This bustling arterial road houses the who’s who of Mumbai’s elite. While many still refer to it through its old anglicised name of Pedder Road, there are only a handful who know that the now rechristened Dr Gopalrao Deshmukh Marg was named after Mumbai’s first mayor. “Even we didn’t know the road has been renamed after our grandfather until a day after BMC did it,” says Nisha Joshi, 71, who resides in Kalpataru Building, exactly where Deshmukh’s palatial bungalow stood until 1969.
In 1962, on the same piece of land, Deshmukh, the first mayor of Mumbai after Independence and also the first president of Indian Medical Association (IMA), had breathed his last at age of 78. The busy road starts from where city’s first flyover ends at Kemps Corner, snaking uphill and down all the way till Haji Ali square. Deshmukh lived in a two-storey white bungalow whose entrance was marked by a circular winding path that led to a flight of 15 marble steps to an enormous foyer. He had bought it in 1929 from Homi Bhabha, who used the space for a guest house.
Historian Bharat Gothoskar says there were four bungalows on that street. “They were all huge, beautiful and belonged to well-known families,” Gothoskar says.
In 1960s, however, several were demolished to construct buildings. “This is how it has been. The quaint street was full of trees and lovely bungalows. From 1955, a lot of them gave way to buildings,” says historian Deepak Rao. Deshmukh’s bungalow was demolished and a year later, the present building was completed.
Deshmukh, a general surgeon, is known in the medical field for setting up KEM hospital and being one of the first teachers in the medical college along with Dr R N Cooper. He donated a large sum for construction of Sion Hospital, which later named its maternity ward after his wife, Annapurna.
In 1935, Deshmukh founded the Mumbai branch of IMA, an old building that still stands near Haji Ali as the original IMA headquarters. “He was much ahead of us. Every doctor in IMA Mumbai knows him,” says Dr Anil Pachnekar, former IMA president. According to IMA member Dr Shivkumar Utture, the association began oration lectures by specialist doctors under the banner of G V Deshmukh oration to keep his name alive.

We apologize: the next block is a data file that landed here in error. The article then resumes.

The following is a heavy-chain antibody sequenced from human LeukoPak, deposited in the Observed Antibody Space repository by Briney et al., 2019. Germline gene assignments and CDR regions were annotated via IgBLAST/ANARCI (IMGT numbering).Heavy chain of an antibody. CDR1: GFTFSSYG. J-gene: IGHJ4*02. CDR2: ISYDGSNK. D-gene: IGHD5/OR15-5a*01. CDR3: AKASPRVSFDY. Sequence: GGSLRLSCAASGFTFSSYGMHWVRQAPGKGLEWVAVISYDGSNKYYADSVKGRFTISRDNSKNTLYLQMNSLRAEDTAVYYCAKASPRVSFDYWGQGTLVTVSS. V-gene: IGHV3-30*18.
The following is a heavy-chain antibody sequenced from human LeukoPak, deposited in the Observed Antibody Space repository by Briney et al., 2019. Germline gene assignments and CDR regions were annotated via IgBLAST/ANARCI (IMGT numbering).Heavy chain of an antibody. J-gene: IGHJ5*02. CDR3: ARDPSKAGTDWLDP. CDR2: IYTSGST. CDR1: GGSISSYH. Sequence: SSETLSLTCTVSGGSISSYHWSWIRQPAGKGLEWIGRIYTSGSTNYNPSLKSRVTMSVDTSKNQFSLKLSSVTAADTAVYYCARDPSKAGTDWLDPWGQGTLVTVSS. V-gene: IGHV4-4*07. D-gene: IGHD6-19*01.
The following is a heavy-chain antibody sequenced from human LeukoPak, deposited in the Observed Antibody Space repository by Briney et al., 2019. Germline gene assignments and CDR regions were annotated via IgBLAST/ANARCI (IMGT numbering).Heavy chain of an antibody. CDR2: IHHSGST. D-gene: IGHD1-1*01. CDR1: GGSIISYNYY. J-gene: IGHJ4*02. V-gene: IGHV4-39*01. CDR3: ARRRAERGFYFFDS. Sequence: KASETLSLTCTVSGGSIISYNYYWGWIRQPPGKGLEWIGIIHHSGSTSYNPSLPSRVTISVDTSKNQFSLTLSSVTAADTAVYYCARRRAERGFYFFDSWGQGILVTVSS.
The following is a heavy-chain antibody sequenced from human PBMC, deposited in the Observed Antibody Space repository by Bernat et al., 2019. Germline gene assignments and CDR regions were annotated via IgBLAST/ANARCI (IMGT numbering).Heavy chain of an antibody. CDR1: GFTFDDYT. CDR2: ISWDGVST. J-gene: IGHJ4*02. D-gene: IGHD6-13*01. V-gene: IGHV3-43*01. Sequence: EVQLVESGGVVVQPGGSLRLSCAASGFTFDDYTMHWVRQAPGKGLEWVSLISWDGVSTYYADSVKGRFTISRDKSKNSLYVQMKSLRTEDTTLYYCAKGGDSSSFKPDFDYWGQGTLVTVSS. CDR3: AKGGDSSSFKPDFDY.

But very few apart from doctors remember the contributions of Deshmukh. “He would treat several people for free, sometimes visit their house and treat them,” says Joshi. Deshmukh, who later entered politics, introduced three bills that were passed in parliament on the rights to property, divorce and to separate house.
Joshi and sister Dr Ananta Samant grew up in Deshmukh’s bungalow, remembering him for his habit to sit by the staircase and watch the activity on road. “The entrance extended till where the present day divider on road is. In backyard, we had servant quarters. There was separate kitchen to cook non-vegetarian in our house,” says Joshi.
The road was earlier named after W G Pedder, municipal commissioner of then Bombay in 1879. The family does not remember the year the road was renamed after Deshmukh. “As was the case with several streets named after Britons, the BMC decided to give them Indian names,” says Rao. The renaming spree, historians say, began after 1960.
Deshmukh’s name, however, is alive only on a postal address. “Very few living on this road know my grandfather or us. Only those in our building know this plot belonged to him,” says Joshi.
Deshmukh was very social, known to hold grand celebrations during Ganpati festivals. His family says he loved playing golf and often told his family he wanted to die on a golf course. “His wish could not come true. He died after remaining bed ridden for three years in the house,” says Joshi.
Deshmukh was also the first to introduce the concept of electric crematorium in the city. Before his death, he had made an exclusive request to be cremated in an electric crematorium without any religious ceremony.
On Pedder Road, however, there remains no trace or mention of his bungalow or his work, just a signboard that says the road is named after him.
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